With great luck, once a decade that unicorn will become a Google or a Facebook and return the V.C.’s money a thousand times over: the storied 1,000x. There are eight hundred and three V.C. firms in the U.S., and last year they spent forty-eight billion dollars chasing that dream........ Venture capitalists with a knack for the 1,000x know that true innovations don’t follow a pattern. The future is always stranger than we expect: mobile phones and the Internet, not flying cars. .... “The biggest outcomes come when you break your previous mental model. ...... en Horowitz, who sits next to his co-founder at the head of the table, is an astute manager who quotes the rap lyrics of his friends Nas and Kanye West to inspire fearless thinking—but he doesn’t try to manage Andreessen. ..... A16z was designed to be a full-throated argument about the future, a design predicated on its founders’ comfort with conflict. In 1996, when Horowitz was a Netscape product manager, he wrote a note to Andreessen, accusing him of prematurely revealing the company’s new strategy to a reporter. Andreessen wrote back to say that it would be Horowitz’s fault if the company failed: “Next time do the fucking interview yourself. Fuck you.” Ordinarily, relationship over. “When he feels disrespected, Marc can cut you out of his life like a cancer,” one of Andreessen’s close friends said. “But Ben and Marc fight like cats and dogs, then forget about it.” ....... He also tweets a hundred and ten times a day, inundating his three hundred and ten thousand followers with aphorisms and statistics and tweetstorm jeremiads. Andreessen says that he loves Twitter because “reporters are obsessed with it. It’s like a tube and I have loudspeakers installed in every reporting cubicle around the world.” ...... “We have this theory of nerd nation, of forty or fifty million people all over the world who believe that other nerds have more in common with them than the people in their own country. ...... Silicon Valley, the fifteen-hundred- square-mile shelf an hour south of San Francisco, was called the Santa Clara Valley until the rise of the microprocessor, in the nineteen-seventies. It remains contested ground. Armies of startups attack every incumbent, with early employees—and sometimes even their lawyers and landlords—taking deferred compensation, in the hope that their options and warrants will pay off down the line. Yet workers’ loyalty is not to a company or even to an idea but to the iterative promise of the region. “Uber is built on the efforts of thousands of people in the Valley,” the investor Naval Ravikant said. “On the back of the iPhone and Android and G.P.S. and battery technology and online credit-card payments, all stacked on themselves.”......... Apple and Microsoft got started with venture money; so did Starbucks, the Home Depot, Whole Foods Market, and JetBlue. V.C.s made their key introductions and stole from every page of Sun Tzu to help them penetrate markets. And yet V.C.s maintain a zone of embarrassed privacy around their activities. They tell strangers they’re investors, or work in technology, because, in a Valley that valorizes the entrepreneur, they don’t want to be seen as just the money. “I say I’m in the software industry,” one of the Valley’s best-known V.C.s told me. “I’m ashamed of the truth.” .......... they often follow one another, lemming-like, pursuing the latest innovation—pen-based computers, biotech, interactive television, superconductors, clean tech—off a cliff. ........ landing Sequoia, Peter Thiel, and a16z as seed investors “was a signal that was not lost on the banks we wanted to work with.” ....... The standard fee is “two and twenty”: two per cent of the fund each year, and twenty per cent of the ultimate profits. (The top firms, including a16z, charge thirty per cent.) ......... At the moment, venture funding accounts for less than 0.3 per cent of the U.S.’s G.D.P. “Venture is often called a rounding error in the economy” ....... the United States is as fossilized as Microsoft, and that the Valley has become stronger than Boston, New York, Los Angeles, and Washington, D.C., combined, Srinivasan believes that its denizens should “build an opt-in society, ultimately outside the U.S., run by technology.” ......... prescience. And then it’s removing every obstacle to the ferocious clarity of your vision: incumbents, regulations, folkways, people. Can you not just see the future but summon it? ....... A charismatic introvert, Andreessen draws people in but doesn’t really want them around. ..... has toyed with the idea of wearing a T-shirt that says “No hugging, no touching.” He doesn’t grasp the protocols of social chitchat, and prefers getting a memo to which he can e-mail a response, typing at a hundred and forty words a minute. He didn’t attend Netscape’s twentieth-anniversary celebration, because it combined two things from which he recoils: parties and reminiscing. ....... energetic and decisive, which makes him a valued counsellor. In 2006, Yahoo! offered to buy Facebook for a billion dollars, and Accel Partners, Facebook’s lead investor, urged Mark Zuckerberg to accept. Andreessen said, “Every single person involved in Facebook wanted Mark to take the Yahoo! offer. The psychological pressure they put on this twenty-two-year-old was intense. Mark and I really bonded in that period, because I told him, ‘Don’t sell, don’t sell, don’t sell!’ ” Zuckerberg told me, “Marc has this really deep belief that when companies are executing well on their vision they can have a much bigger effect on the world than people think, not just as a business but as a steward of humanity—if they have the time to execute.” He didn’t sell; Facebook is now worth two hundred and eighteen billion dollars. ......... Andreessen’s range of reference extends from Ibn Khaldun to “South Park,” yet he approaches new topics as if starved, eating through men’s fashion or whiskey-making or congressional politics until it has yielded every micronutrient. ....... He turns to theory the way a drinker turns to the minibar. ....... Horowitz also routinely forces a founder to abandon her script and regroup. It’s a stress test intended to elicit biography, resilience, and the real story...... the “idea maze”: you want the entrepreneur to have spent years thinking her idea into—and out of—every conceivable dead end ...... “we’re not funding Mother Teresa. We’re funding imperial, will-to-power people who want to crush their competition. ......... sixty-five specialists in executive talent, tech talent, market development, corporate development, and marketing. A16z maintains a network of twenty thousand contacts and brings two thousand established companies a year to its executive briefing center to meet its startups (which has produced a pipeline of deals worth three billion dollars). Andreessen told me, “We give our founders the networking superpower, hyper-accelerating someone into a fully functional C.E.O. in five years.” ...... They’ve moved into next-gen agricultural products and wearables and drone software ...... fifteen technology companies a year reach a hundred million dollars in annual revenue—and they account for ninety-eight per cent of the market capitalization of companies that go public. ....... “Deal flow is everything” ...... “I put ninety per cent of my effort into seeking out deals from the top eight venture firms, ten per cent into the next twelve, and zero per cent into all the rest.” ........ the bottom three-quarters of venture firms didn’t beat the Nasdaq for the past five years ...... “Since 1997, less cash has been returned to V.C. investors than they have invested.” ........ most V.C.s subsist entirely on fees, which they compound by raising a new fund every three years ....... V.C.s also logo shop, buying into late rounds of hot companies at high prices so they can list them on their portfolio page. ..... The tech publicist Margit Wennmachers built an eight-person marketing department and helped to orchestrate stories in Forbes and Fortune. ........ “In twenty-four months, Andreessen Horowitz was the talk of the town.” ...... house in Atherton, five minutes from a16z’s office ..... The toilet in the powder room is so visionary, and the surrounding dimmer lights so flattering, that I had to study it for some time to figure out how it flushed. ....... be aggressive and to fight your instinct to pattern-match. “Breakthrough ideas look crazy, nuts” ..... I see it in other people’s body language, and I can feel it in my own, where I sometimes feel like I don’t even care if it’s going to work, I can’t take more change.” ....... “O.K., Google, O.K., Twitter—but Airbnb? People staying in each other’s houses without there being a lot of axe murders?” .......... A16z passed on Airbnb’s A round in 2009. ..... Between 2004 and 2013, a mere 0.4 per cent of all venture investments returned at least 50x. The real mistakes aren’t the errors of commission, the companies that crash—all you can lose is your investment—but those of omission. There were good reasons that a16z passed on buying twelve per cent of Uber in 2011, including a deadline of just hours to make a decision. But the firm missed a profit, on paper, of more than three billion dollars. ................ Peter Thiel, who is four years older than Andreessen, observed that “the late nineties, for Gen Xers in Silicon Valley, was an experience as powerful as the late sixties was for the younger boomers. ....... “I always thought the entire venture thing was incredibly cool,” he told me. “Going to Kleiner Perkins”—the firm that funded Netscape—“with the high ceilings, the markers on the wall of all the great companies they’d I.P.O.’d, Larry Ellison walking through, and, at 11 A.M., the biggest buffet you’ve ever seen, at a time when I was eating at Subway? It was the closest thing to a cathedral for nerds.” Mark Zuckerberg told me, “When Marc started Andreessen Horowitz, I asked him why he didn’t start another company instead, and he said, ‘It would be like going back to kindergarten.’ ” .......... “Every firm we talk to now is ‘Hey, we’re doing all this recruiting, and we’ll introduce you to big customers.’ It’s become the table stakes.” ....... Andreessen is attempting to assuage the wound of the 2000 crash, by maintaining that it was an isolated event. “The argument in favor of concern is cyclical,” he told me—busts follow booms. “The counterargument is that stuff works now. In 2000, you had fifty million people on the Internet, and the number of smartphones was zero. Today, you have three billion Internet users and two billion smartphones. It’s Pong versus Nintendo. .......... “While Twitter is a lesser innovation than flying cars, it’s a much more valuable business. ........ Webvan was what he called a “ghost story”—a cautionary tale that still frightened investors. But Instacart proved that even haunted houses could be rehabilitated. ....... “This is an ‘I missed Uber, I don’t want to miss the next one’ climate.” ....... “Ordinary people love the iPhone, Facebook, Google Search, Airbnb, and Lyft. It’s only the intellectuals who worry.” ........ “Would the world be a better place if there were fifty Silicon Valleys?” he said. “Obviously, yes. ....... Pessimism always sounds more sophisticated than optimism ....... Software is already squeezing out other intermediaries—travel agents, financial advisers—and, at the end of the day, V.C.s are intermediaries. We’re all just selling cash.” ...... “What if we’re the most evolved dinosaur, and Naval is a bird?” ...... Already, more than half the tech companies that reached a billion-dollar valuation in the past decade were based outside Silicon Valley. ...... “Odds are, nothing your V.C. does, no matter how helpful or well-intentioned, is going to tip the balance between success and failure.” ........... “Over twenty years,” he continued, “our returns are going to come down to two or three or four investments ......... —you just don’t know which Tuesday Mark Zuckerberg is going to walk in.” ........ “Even if we could do perfect analysis, we just can’t know the future,” he said. “What if Google Ventures had access to all Google searches—could you predict hit products? Or perfect access to all of people’s conversations or purchases? You still wouldn’t know what’s going to happen. ....... If we could revise the industry completely, we’d just dump all the business plans and focus on people—the twenty-three-year-old Mark Zuckerberg, Bill Gates, Steve Jobs.” ......... “We’re imperfect people pursuing perfect ideas, and there’s tremendous frustration in the gap,” he said. “Writing code, one or two people, that’s the Platonic ideal. But when you want to impact the world you need one hundred people, then one thousand, then ten thousand—and people have all these people issues.” He examined the problem in silence. “A world of just computers wouldn’t work,” he concluded wistfully. “But a world of just people could certainly be improved.”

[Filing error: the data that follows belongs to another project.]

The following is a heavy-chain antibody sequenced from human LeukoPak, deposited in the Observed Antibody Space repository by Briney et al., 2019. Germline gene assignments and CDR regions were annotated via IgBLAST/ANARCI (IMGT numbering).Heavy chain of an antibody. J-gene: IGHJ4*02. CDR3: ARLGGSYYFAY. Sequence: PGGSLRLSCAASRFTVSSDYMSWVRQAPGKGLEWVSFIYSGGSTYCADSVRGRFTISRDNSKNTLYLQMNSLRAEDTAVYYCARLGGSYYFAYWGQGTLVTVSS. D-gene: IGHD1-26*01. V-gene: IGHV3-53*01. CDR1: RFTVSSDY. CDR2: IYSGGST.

Friday, May 01, 2015